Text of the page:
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Birth of the universe

The Big Bang: 13.7 billion to 13.4 billion years ago:

The instant in which the universe is thought to have begun rapidly expanding from an extremely high energy density is known as the Big Bang.

The Big Bang describes the history of the universe according to the prevailing scientific theory of how the universe came into being, using the cosmological time parameter of comoving coordinates.

The best available measurements as of 2011 suggest that the initial conditions occurred about 13.7 billion years ago. The evolution of the universe is divided into three phases.

First phase: The very early universe was so hot that particles had energies higher than those currently accessible in particle accelerators on Earth.

Second phase: The formation of the first protons, electrons and neutrons then nuclei and finally atoms.

Third phase: The formation of neutral hydrogen and the cosmic microwave background. Matter then continued to aggregate into the first stars and ultimately galaxies, quasars, clusters of galaxies and superclusters.

The evolution of the universe has proceeded in accordance with the tenets of high-energy physics.

Cosmology is the branch of astronomy that deals with the origin, structure, and space-time relationships of the universe.


Recombination: 13.4 billion years ago:

Recombination refers to the epoch at which charged electrons and protons in the universe first formed electrically neutral hydrogen atoms. After the Big Bang, the universe was a hot, dense plasma of photons, electrons, and protons. The interaction of photons with the plasma made the universe effectively opaque to radiation. As the universe expanded, it also cooled. Eventually, the universe cooled to the point that the formation of neutral hydrogen was energetically favored, and the fraction of free electrons and protons as compared to neutral hydrogen decreased to about 1 part in 10,000.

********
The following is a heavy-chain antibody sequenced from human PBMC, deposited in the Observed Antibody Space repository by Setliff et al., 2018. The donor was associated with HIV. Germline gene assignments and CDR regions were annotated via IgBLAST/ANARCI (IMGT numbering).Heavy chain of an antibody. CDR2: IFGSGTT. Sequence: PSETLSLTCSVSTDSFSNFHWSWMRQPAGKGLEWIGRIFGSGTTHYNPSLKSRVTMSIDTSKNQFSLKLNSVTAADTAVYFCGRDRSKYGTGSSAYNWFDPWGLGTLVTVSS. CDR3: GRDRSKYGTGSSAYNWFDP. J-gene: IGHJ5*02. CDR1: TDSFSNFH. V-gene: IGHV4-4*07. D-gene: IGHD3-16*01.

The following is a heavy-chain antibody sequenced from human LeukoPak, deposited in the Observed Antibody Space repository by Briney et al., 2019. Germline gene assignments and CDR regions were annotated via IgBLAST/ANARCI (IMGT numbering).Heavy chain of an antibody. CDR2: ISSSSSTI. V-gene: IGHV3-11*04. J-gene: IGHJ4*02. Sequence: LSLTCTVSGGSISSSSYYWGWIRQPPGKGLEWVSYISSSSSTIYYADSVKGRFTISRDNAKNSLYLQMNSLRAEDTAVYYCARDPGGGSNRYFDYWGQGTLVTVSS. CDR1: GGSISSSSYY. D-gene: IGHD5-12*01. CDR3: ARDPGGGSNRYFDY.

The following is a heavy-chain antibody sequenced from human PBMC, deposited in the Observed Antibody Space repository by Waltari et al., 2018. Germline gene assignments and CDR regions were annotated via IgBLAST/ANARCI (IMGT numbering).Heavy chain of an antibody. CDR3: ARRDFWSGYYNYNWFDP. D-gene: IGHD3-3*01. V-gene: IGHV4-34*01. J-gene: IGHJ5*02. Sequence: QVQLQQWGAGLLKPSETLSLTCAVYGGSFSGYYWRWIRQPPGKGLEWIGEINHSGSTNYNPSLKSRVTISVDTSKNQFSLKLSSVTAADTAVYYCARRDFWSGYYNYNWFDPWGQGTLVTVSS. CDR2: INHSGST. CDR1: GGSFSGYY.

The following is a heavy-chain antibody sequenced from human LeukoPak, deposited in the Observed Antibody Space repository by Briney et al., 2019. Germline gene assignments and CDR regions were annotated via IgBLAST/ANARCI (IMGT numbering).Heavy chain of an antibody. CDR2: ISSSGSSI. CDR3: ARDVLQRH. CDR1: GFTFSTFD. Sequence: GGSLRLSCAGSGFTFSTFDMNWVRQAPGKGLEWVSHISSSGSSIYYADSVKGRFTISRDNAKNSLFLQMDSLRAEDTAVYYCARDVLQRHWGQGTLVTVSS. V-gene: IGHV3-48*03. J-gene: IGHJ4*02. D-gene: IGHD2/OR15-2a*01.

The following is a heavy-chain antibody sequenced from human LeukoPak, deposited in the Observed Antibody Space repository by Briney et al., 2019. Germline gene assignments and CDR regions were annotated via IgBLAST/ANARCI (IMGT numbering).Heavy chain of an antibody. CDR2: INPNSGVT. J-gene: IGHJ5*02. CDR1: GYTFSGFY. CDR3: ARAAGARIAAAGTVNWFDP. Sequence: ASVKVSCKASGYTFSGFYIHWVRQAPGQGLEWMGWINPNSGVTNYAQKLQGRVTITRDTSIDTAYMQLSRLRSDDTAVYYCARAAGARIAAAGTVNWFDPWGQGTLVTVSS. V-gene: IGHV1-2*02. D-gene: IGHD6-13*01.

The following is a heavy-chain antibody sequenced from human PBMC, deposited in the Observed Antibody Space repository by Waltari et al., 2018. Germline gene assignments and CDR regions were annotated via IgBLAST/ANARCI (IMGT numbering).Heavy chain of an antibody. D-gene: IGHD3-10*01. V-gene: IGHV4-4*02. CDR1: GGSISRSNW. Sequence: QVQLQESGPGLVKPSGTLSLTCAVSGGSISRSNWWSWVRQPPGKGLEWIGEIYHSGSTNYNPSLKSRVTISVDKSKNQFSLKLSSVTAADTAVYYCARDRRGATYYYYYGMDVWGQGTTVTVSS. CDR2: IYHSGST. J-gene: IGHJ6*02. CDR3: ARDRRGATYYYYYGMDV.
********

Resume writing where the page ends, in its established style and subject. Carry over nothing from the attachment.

Shortly after, photons decoupled from matter in the universe, which leads to recombination sometimes being called photon decoupling, although recombination and photon decoupling are distinct events. Once photons decoupled from matter, they traveled freely through the universe without interacting with matter, and constitute what we observe today as cosmic microwave background radiation. Recombination occurred when the universe was roughly 380,000 years old, or at a redshift of z = 1,100.

This time is also called the Dark Ages because there are no light sources yet other than the gradually darkening cosmic background radiation.


Reionization: 13.5 billion to 12.5 billion years ago:
Reionization is the process that reionized the matter in the universe after the “dark ages,” and is the second of two major phase changes of gas in the universe.

The universe was opaque before recombination because photons scatter off free electrons (and, to a significantly lesser extent, free protons), but it became transparent as more and more electrons and protons combined to form hydrogen atoms. While electrons in neutral hydrogen (or other atoms or molecules) can absorb photons of some wavelengths by going to an excited state, a universe full of neutral hydrogen will be relatively opaque only at those wavelengths, and transparent over most of the spectrum.

The first stars and quasars form and light up from gravitational collapse. The intense radiation they emit reionizes the surrounding universe. From this point on, most of the universe is composed of plasma.

Plasma is a state of matter similar to gas in which a certain portion of the particles are ionized. Lightning is an example of plasma present at Earth’s surface.

In this period, matter has been diluted by the expansion of the universe, and scattering interactions are much less frequent than before recombination. Thus a universe full of low density ionized hydrogen is transparent, as is the case today.

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